Application to type 1 diabetes
Type I diabetes patients will generally inject long-acting insulin daily, and also rapid acting insulin (bolus) before meals. The goal of this bolus administration is to stabilize blood sugar levels before meals. The problem is that administering both types of insulin through injection results in a large number of daily injections, and it's a really unpleasant and tough regimen to stick to. The latter administration type, the bolus admin, is what Oramed is trying to replace with ORMD-0801, with the goal (at least at the beginning) being to reduce the daily injection count.
And the data that the company has collected to date supports this replacement.
Patients that took one capsule of 8mg insulin before meals, three times daily, demonstrated an 11.5% reduction in mean glucose pretreatment to post treatment. In a Phase IIa study that followed up on this data, across 21 type 1 patients, Oramed was able to show a consistently lower blood glucose level (as measured by ΔFPG) in dosed patients compared to placebo.
Application to type 2 diabetes
In type II diabetes, the drug has shown a similar promise. Again, here, Oramed is not trying to replace current standard of care. Instead, it's trying to delay the point at which patients need to start administering standard of care. Type II diabetes treatment is lifestyle-based initially, and then moves on to active injection therapy. Oramed is trying to add a middle stage between these two points with ORMD-0801, to reduce insulin resistance and stimulate insulin secretion with the goal of a delay in onset of severity.
And this takes us full circle to the price-fixing issue in diabetes treatment. It's this delay that the CEP pointed to as potentially providing cost-saving to the consumer and market as a whole in the interview linked above. This could become a key point in the ongoing conversation about insulin and drug-pricing as a whole.
Again, data is in place that supports this hypothesis. In a Phase IIa designed to confirm safety and tolerability across 30 type 2 patients, ORMD-0801 demonstrated a reduction not just in fasting glucose levels, but also in nighttime mean glucose levels and daytime glucose levels, when compared to placebo.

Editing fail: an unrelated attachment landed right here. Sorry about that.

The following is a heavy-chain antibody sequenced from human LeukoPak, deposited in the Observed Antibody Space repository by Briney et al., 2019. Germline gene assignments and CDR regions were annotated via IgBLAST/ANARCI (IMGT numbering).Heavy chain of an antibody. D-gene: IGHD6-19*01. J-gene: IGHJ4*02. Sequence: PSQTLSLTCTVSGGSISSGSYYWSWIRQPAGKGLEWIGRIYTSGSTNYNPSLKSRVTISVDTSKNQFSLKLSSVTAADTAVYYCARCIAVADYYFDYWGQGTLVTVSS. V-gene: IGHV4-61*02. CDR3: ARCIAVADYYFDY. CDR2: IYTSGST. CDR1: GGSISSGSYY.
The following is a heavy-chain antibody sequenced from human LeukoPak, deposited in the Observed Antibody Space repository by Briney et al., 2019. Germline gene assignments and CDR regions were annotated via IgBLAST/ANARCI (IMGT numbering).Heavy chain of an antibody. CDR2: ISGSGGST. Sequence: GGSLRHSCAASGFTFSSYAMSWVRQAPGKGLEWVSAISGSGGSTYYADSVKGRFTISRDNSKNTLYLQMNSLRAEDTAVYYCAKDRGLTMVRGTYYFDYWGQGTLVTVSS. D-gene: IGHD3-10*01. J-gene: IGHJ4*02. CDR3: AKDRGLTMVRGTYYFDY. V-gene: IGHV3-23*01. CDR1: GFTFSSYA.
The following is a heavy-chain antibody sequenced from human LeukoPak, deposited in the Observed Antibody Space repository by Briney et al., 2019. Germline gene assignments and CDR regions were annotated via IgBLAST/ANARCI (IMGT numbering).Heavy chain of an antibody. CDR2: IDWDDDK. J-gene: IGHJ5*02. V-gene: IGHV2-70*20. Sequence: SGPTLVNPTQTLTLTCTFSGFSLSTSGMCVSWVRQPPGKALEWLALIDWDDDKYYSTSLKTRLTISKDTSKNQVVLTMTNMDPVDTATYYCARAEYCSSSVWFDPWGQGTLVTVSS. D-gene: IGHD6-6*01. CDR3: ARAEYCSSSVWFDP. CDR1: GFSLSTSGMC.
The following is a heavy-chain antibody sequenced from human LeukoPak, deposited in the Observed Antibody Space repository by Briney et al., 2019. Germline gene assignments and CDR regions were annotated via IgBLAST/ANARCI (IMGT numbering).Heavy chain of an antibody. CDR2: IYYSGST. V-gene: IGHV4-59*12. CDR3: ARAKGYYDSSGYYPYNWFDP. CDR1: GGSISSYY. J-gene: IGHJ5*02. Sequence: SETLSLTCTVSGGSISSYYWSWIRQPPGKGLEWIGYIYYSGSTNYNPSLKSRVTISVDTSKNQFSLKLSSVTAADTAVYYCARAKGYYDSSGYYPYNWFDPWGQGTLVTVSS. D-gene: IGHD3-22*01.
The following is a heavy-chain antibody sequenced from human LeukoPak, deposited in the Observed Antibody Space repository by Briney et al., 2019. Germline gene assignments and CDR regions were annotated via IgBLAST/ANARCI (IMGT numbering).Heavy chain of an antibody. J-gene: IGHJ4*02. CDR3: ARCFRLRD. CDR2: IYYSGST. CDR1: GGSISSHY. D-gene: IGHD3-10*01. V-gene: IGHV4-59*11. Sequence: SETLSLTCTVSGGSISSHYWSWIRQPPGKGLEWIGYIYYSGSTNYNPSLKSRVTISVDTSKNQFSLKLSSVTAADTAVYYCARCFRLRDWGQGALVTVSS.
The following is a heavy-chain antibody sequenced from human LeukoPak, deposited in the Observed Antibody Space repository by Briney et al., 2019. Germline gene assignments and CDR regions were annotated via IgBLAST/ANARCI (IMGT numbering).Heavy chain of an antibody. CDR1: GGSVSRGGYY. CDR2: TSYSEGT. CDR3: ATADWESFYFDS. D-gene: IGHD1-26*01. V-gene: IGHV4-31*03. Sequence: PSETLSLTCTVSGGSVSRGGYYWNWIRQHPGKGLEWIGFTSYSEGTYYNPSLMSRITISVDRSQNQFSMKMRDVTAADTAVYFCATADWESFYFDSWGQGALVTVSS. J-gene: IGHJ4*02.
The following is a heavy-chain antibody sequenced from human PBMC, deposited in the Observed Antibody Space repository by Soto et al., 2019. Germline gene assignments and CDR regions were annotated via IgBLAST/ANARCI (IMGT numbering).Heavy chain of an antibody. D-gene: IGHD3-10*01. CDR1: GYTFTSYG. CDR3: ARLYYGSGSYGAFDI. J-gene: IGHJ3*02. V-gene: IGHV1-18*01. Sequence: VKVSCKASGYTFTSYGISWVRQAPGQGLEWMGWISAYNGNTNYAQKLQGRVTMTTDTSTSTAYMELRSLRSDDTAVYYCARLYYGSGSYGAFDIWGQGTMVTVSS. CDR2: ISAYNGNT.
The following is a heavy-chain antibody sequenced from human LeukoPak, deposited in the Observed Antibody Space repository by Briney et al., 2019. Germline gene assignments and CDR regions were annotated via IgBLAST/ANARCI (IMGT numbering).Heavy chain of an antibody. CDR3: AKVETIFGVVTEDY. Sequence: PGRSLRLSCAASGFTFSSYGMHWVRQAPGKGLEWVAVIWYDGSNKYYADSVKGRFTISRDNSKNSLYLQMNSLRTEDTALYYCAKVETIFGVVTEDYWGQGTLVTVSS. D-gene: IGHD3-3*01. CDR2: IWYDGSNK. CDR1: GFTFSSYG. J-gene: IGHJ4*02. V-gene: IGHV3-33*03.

A follow up to this, a Phase IIb, replicated these results, but to a more impressive degree. Against a primary endpoint of a reduction in mean nighttime glucose, ORMD-0801 hit across a patient population of 180 patients. The dose was one pill, nightly, for a month.
There's a licensing deal in place right now with a Chinese entity that brought in a little over $600K revenues for the last quarter and that promises to bring in up to $38 million in milestone payments related to ORMD-0801's development. There's also the promise of 10% royalties on what amounts to a 500 million patient population of prediabetic Chinese patients. Remember, this is a prophylaxis target, not a responsive one at core.
The primary risk right now is the standard development stage biotechnology company risk - operational cash. Cash on hand was $2.3 million as of November 30, 2016, but as per the most recent company presentation, here, this had risen to $44 million by start Feb, 2017. Even with this degree of cash on hand, however, chances are we are going to see some degree of dilution near term unless Oramed can complete a direct offering, especially as the company moves towards the initiation of a registration trial in the type II target later this year. Pivotal trials are expensive, especially in an indication like type 2 diabetes, and the company will have one eye funding commercialization as and when the trial closes and an NDA submission follows.
If data comes out as supportive of an efficacy thesis, however, and ORMD-0801 reaches commercialization, this dilution should have minimal impact on an early stage holding.
So where are the catalysts coming from?
The primary catalyst is the initiation of a phase III trial in the type 2 indication. Based on company communication, the type 2 target is the first that will move into a registration study, and initiation is expected at some point during late 2017.
During the same timeframe, Oramed also intends to initiate a phase II multi site study to investigate the efficacy of its GLP-1 analogue, which is built on the same technology as the insulin assets.
Both events are value creating.
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I wrote this article myself, and it expresses my own opinions. I am not receiving compensation for it (other than from Seeking Alpha). I have no business relationship with any company whose stock is mentioned in this article.